FORGET dry electrodes, especially on entry level (gaming) devices. For instance, the OCZ NIA, is a reasonably well engineered amplifier, with very good build quality, but it’s performance is lousy. A well respected friend did tests, and he claims that this is due to the dry, carbon bristle sensor used. There is a lot of talk about dry, and capacitive sensors. They are all problematic or, if you find something that works, will be very expensive. Getting a capacitive sensor to work in a lab is one thing, selling it in the real world, that does not want to hear about electrostatic sensitive devices – and the protection of such, is quite another. Wet saline electrodes are OK – just. But if you want proper reliable signals, you should go with proper prepping and conductive gel applied electrodes.



    Regards

    Stefan
  • hzahza ✭✭
    Jlgore--I'd love to read more about your experiences with "professional" neurofeedback training, ie, in your 5-6 months with this person, what happened that makes you so enthusiastic about buying all this equipment and training yourself how to use it? It seems like in that amount of time you should have been able to get some idea about what the benefits are, and etc.



    If you're going to buy a full EEG amp, I would suggest you forget about NP3 and either get Mindworkstation (Transparentcorp's EEG software suite) or something more geared toward professional use. I'm a bit surprised the practitioner you were working with put so much emphasis on audio BWE, given that it seems to undercut the purpose of neurofeedback, ie, training your brain to guide itself into desired states without external stimuli.



    Anyway, I'd really appreciate any additional info you have to share about what you've been doing up to now.
  • Sorry, was gone for a couple of days.



    I really enjoyed it, but one of the reasons I'm so into this is because it's been by far the most effective tool for reducing my stress. No question. It ran me about $600 a month (150 a session with 4 sessions a month). The thing that I believe was most powerful about it is that it's not a temporary reduction in stress - I've done other therapies and noticed benefits that were temporary. After a few weeks I would be back to my stress-filled ways of thinking. With neurofeedback however, it feels like it's actually changed the way my brain reacts to situations.



    An example: during all my sessions the Dr. would test my Galvanic Skin Response and my shoulder tension. Over the time I saw him I saw those numbers drop by half. I'm not an expert on this by any means, but when I first started going to him my GSR when in normal conversation was 17-20 something somethings (I forget the unit of measure for that stuff). Towards the end of my sessions it had dropped to 7 or 8. For reference, the Dr. always told me that normal GSR for everyday convo was like 4. He had hacked his down to a 2 or 3, so I've still got a ways to go.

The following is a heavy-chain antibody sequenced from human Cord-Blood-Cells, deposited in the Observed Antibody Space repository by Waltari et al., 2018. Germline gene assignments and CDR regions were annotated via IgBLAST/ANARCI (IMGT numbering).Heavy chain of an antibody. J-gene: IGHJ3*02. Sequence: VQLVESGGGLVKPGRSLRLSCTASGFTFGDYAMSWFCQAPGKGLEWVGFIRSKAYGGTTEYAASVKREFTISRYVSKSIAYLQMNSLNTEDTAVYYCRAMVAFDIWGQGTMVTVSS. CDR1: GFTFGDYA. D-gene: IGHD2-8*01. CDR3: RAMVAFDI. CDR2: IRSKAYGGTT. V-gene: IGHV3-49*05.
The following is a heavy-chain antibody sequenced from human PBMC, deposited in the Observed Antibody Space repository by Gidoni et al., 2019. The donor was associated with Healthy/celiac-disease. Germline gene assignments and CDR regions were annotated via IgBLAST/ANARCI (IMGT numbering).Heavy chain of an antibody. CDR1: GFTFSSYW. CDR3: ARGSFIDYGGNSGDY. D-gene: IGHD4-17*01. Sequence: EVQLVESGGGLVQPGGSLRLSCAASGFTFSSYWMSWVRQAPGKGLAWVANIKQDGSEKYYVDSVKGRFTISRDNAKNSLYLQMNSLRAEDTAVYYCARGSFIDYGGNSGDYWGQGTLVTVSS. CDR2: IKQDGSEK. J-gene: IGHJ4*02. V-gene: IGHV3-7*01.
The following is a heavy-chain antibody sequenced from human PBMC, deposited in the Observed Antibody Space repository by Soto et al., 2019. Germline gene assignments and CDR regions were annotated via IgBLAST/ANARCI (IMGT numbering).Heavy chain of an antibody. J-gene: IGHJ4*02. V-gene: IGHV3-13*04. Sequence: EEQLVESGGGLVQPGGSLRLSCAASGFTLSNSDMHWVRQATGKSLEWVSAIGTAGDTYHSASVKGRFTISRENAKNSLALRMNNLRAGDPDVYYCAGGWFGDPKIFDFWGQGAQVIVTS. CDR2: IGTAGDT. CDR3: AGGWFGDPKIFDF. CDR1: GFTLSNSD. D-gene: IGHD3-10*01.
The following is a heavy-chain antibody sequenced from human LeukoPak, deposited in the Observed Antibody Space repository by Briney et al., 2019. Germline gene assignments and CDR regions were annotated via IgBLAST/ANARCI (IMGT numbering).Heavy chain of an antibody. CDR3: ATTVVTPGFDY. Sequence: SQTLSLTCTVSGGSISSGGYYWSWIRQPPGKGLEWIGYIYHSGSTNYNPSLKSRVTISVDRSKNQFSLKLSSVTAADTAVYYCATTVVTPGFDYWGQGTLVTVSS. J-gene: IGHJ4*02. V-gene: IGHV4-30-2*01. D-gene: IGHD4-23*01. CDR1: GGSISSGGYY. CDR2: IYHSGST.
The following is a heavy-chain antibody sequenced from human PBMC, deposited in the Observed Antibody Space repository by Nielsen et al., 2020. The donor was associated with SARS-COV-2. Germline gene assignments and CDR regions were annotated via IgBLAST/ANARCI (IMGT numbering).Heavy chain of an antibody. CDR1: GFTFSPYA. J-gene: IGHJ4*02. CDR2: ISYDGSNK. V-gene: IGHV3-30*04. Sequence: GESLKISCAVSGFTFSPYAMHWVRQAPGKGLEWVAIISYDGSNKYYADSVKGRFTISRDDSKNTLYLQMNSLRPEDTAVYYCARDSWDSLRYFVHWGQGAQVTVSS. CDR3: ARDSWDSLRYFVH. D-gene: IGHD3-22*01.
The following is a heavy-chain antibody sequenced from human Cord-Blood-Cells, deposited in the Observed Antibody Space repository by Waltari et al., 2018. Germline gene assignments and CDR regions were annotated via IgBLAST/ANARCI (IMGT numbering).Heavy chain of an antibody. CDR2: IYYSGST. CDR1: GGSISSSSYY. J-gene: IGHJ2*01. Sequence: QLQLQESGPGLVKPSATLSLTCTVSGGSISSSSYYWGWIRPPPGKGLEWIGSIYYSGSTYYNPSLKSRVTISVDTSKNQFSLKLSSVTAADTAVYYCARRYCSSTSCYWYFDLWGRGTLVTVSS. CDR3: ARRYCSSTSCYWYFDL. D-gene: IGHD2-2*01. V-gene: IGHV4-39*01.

I've told some friends about this stuff and they think it might be snake oil. I don't think it is. It's worked for me. Complete life changer.



    Thanks for the tips about EEGs and Mind Workstation. I'll update more when I get some stuff in.
  • PocketNeurobics (no affiliation) has some great new amps, including multichannel Q-Wiz.  Worth taking another look at.  




  • For about 5-6 months I have been seeing a psychiatrist that specializes in Neurofeedback. I've been going once a week. We've done a few different things, but the stuff we did the most was Heart Math training with light and sound brainwave entrainment. It was super expensive and I just had to drop out due to hospital bills. Basically, I am now trying to recreate his set up in my house. It wasn't that complicated, he used Neuro-Programmer 3 and some AudioStrobe LED glasses and hooked up an emWave desktop as well. During the sessions the lights would flash, binaural beats or isochronic tones would play and I would try and get into coherence. He also measured my GSR and hooked some sensors up to my shoulder to measure the tightness. In previous sessions he would apply 4 or 5 EEG sensors to parts of my head and measure stuff there. One time he hooked me up a to a weird game.


    What's the point of all this? Well, since I am no longer seeing him I started thinking about how I could do this on my own and recreating (and improving) his set up. For the amount of money I was spending I could certainly recreate this over a few months no problem.


    Here's what I've got on my list so far:


    Light and Sound Machine - Mindplace Procyon AVS System Light and Sound Meditation Mind Machine Price: $269.00


    My criteria for the glasses were they had to be compatible with Neuro-Programmer 3. These were listed as supported on the web site. There may be cheaper options out there, didn't really look into it.


    Emotiv EEG Headset - $750


    I have an emWave 2 which I could hook up to my computer, so I won't to get the emWave desktop. I may buy the desktop software if it's got some nicer things on it.


    I don't know anything about Neuro-Programmer so I've got some learning to do when it comes to that.


    What do you guys think? Does this seem doable? Do you have any recommendations for something that can measure my GSR? Is that really even necessary?




     


    Hello jlgore,